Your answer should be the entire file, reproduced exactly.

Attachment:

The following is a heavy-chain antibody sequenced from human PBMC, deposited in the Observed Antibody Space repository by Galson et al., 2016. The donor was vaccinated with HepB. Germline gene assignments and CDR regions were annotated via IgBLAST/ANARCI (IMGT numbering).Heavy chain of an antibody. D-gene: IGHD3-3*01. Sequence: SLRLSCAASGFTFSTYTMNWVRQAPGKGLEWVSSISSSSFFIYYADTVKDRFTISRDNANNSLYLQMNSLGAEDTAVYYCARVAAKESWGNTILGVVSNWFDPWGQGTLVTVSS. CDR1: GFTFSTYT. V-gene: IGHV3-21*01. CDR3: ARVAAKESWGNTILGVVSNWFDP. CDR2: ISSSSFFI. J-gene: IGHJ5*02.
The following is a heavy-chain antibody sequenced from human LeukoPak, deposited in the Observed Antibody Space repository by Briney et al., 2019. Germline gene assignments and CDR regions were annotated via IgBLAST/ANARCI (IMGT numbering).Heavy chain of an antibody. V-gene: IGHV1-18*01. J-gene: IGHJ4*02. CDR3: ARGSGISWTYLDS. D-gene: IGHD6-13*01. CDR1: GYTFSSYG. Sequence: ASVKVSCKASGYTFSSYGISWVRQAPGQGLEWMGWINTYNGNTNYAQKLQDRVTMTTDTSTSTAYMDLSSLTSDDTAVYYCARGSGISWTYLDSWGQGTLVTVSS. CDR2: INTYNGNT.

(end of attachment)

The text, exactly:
The following is a heavy-chain antibody sequenced from human PBMC, deposited in the Observed Antibody Space repository by Galson et al., 2016. The donor was vaccinated with HepB. Germline gene assignments and CDR regions were annotated via IgBLAST/ANARCI (IMGT numbering).Heavy chain of an antibody. D-gene: IGHD3-3*01. Sequence: SLRLSCAASGFTFSTYTMNWVRQAPGKGLEWVSSISSSSFFIYYADTVKDRFTISRDNANNSLYLQMNSLGAEDTAVYYCARVAAKESWGNTILGVVSNWFDPWGQGTLVTVSS. CDR1: GFTFSTYT. V-gene: IGHV3-21*01. CDR3: ARVAAKESWGNTILGVVSNWFDP. CDR2: ISSSSFFI. J-gene: IGHJ5*02.
The following is a heavy-chain antibody sequenced from human LeukoPak, deposited in the Observed Antibody Space repository by Briney et al., 2019. Germline gene assignments and CDR regions were annotated via IgBLAST/ANARCI (IMGT numbering).Heavy chain of an antibody. V-gene: IGHV1-18*01. J-gene: IGHJ4*02. CDR3: ARGSGISWTYLDS. D-gene: IGHD6-13*01. CDR1: GYTFSSYG. Sequence: ASVKVSCKASGYTFSSYGISWVRQAPGQGLEWMGWINTYNGNTNYAQKLQDRVTMTTDTSTSTAYMDLSSLTSDDTAVYYCARGSGISWTYLDSWGQGTLVTVSS. CDR2: INTYNGNT.